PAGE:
For American workers seeking a growing field with competitive wages, high job satisfaction, and promising stability in the years to come, becoming a nurse practitioner can be an auspicious choice. Nurse practitioners (NPs)—advanced practice registered nurses (APRNs) who typically hold graduate degrees—collaborate with physicians and other healthcare providers and may specialize in a type of care (e.g., neonatal, adult-gerontological, women’s health, psychiatric mental health, midwifery, etc). Regardless of the subfield, one thing is for sure: of all employment sectors, healthcare is fastest growing and one of the highest paying.
By illustration, the Bureau of Labor Statistics (BLS 2015) reports that the five fastest growing industries in the country are all related to healthcare—home healthcare services and outpatient care centers among them—and openings for nurse practitioners are projected to swell 35 percent between 2014 and 2024 (BLS 2015), much faster than the average growth projected for all occupations during that time period (7 percent). That equates to 37,100 new positions for NPs. Furthermore, nurse practitioners earn a mean annual salary of $97,990 (BLS 2014), more than double the average salary for all occupations at $47,230 (BLS 2015). Salaries for these healthcare professionals tend to vary by region, specialty, education, experience, and demand.
Read on to discover how much NPs earn, as well as how NP salaries vary by experience, region, and specialty.
While many sectors of the American economy have reported wage stagnation or declines, nurse practitioners continue to make salary gains, even newcomers to the profession. In fact, the American Association of Nurse Practitioners (AANP 2015) reports that the total annual income for full-time NPs has increased 10 percent since 2011.
It’s no surprise that the AANP’s National Nurse Practitioner Compensation Survey (2015)—a research study of self-reported data from more than 2,200 nurses across the country—found that salary tends to vary by experience. Here are the average base salaries of all reporting NPs listed by years of experience:
From the same survey, here is the average total compensation (i.e., base salaries plus bonuses and other extras bestowed by employers) of all surveyed NPs by experience:
The Bureau of Labor Statistics (BLS 2014)—a branch of the US Department of Labor which makes employment and salary statistics publicly available—has created a geographic profile for NP salaries, levels of employment, and job concentrations across the country.
Here are the ten top-paying states for NPs listed with the average annual salaries:
Although those are the most profitable states for NPs, they are not necessary the highest employing. The states with the highest concentration of NPs tend to have relatively large populations overall. Here are the ten top-employing states in this profession:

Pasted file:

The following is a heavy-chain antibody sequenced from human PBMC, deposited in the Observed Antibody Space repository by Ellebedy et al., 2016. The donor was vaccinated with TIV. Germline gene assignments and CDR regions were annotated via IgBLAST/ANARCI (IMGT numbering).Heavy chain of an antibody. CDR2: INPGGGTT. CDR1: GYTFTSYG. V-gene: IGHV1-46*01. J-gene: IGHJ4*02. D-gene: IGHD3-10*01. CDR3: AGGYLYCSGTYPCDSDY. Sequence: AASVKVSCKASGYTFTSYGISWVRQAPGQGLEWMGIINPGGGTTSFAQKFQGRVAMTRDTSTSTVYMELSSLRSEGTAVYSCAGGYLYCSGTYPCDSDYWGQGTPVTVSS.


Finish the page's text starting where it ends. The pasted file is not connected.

It’s important to note that although some states and areas may provide better compensation for NPs, these regions may incur a relatively higher cost of living. The Missouri Economic Research and Information Center (MERIC 2015) reports that the five most expensive states to live in are Hawaii, District of Columbia, New York, California, and Alaska, whereas the most affordable states include Mississippi, Idaho, Indiana, Oklahoma, and Tennessee.
Surprisingly, not all of the cities with the highest compensation for NPs are located in top-paying states. Here are the top-paying cities for NPs listed with the average annual salaries (BLS 2014):
Finally, the top-paying areas are not necessarily the top-employing places for NPs and there may be higher competition for job openings. There are some municipalities which provide ample opportunities for NPs, particularly across the northeastern states. Here are the regions with the highest number of employed NPs:
Salaries for NPs not only vary by experience and region, but they also vary by specialty. Due to the nature of data collection and surveying, there are some differences in precise annual average salaries for each subfield, but there are consistencies among the most lucrative reported. Across the board, mental health nurse practitioners and certified registered nurse anesthetists appear among the best compensated NPs.
By illustration, AANP’s (2015) National Compensation Survey found that the highest paying NP certification areas were the following (listed with average base salary of survey respondents):
In the same survey, the top-paying clinical focus areas among its respondents were:
As of December, Payscale (2015) reports the following salary averages among the most common NP subspecialties:
The Bureau of Labor Statistics (BLS 2014) reports that nurse practitioners make substantially more than the average annual salary for all occupations, $97,990 and $47,230 respectively. Here are the average salary ranges across 122,050 NPs in the US:
Here are the hourly salary ranges for all NPs:
So what are the top-paying industries for NPs? Interestingly, although offices of physicians employ the most NPs at 57,100, they are not among the top-paying. Here are the most lucrative places of employment for this profession listed with the mean annual salaries:
Finally, the AANP’s (2015) National Compensation Survey for Nurse Practitioners goes into further detail and found that among more than 2,200 NPs responding, these were the top-paying settings for NPs (listed with average base salaries):